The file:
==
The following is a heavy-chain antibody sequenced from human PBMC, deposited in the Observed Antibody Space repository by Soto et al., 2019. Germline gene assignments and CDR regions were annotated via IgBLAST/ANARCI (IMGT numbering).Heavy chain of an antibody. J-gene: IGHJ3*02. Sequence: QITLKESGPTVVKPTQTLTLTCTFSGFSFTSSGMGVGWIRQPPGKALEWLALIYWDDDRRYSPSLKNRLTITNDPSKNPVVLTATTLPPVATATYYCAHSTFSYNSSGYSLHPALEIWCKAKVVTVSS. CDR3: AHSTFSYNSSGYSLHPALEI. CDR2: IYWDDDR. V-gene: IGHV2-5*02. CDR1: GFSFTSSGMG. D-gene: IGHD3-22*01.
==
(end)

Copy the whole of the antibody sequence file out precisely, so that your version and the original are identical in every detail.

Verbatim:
The following is a heavy-chain antibody sequenced from human PBMC, deposited in the Observed Antibody Space repository by Soto et al., 2019. Germline gene assignments and CDR regions were annotated via IgBLAST/ANARCI (IMGT numbering).Heavy chain of an antibody. J-gene: IGHJ3*02. Sequence: QITLKESGPTVVKPTQTLTLTCTFSGFSFTSSGMGVGWIRQPPGKALEWLALIYWDDDRRYSPSLKNRLTITNDPSKNPVVLTATTLPPVATATYYCAHSTFSYNSSGYSLHPALEIWCKAKVVTVSS. CDR3: AHSTFSYNSSGYSLHPALEI. CDR2: IYWDDDR. V-gene: IGHV2-5*02. CDR1: GFSFTSSGMG. D-gene: IGHD3-22*01.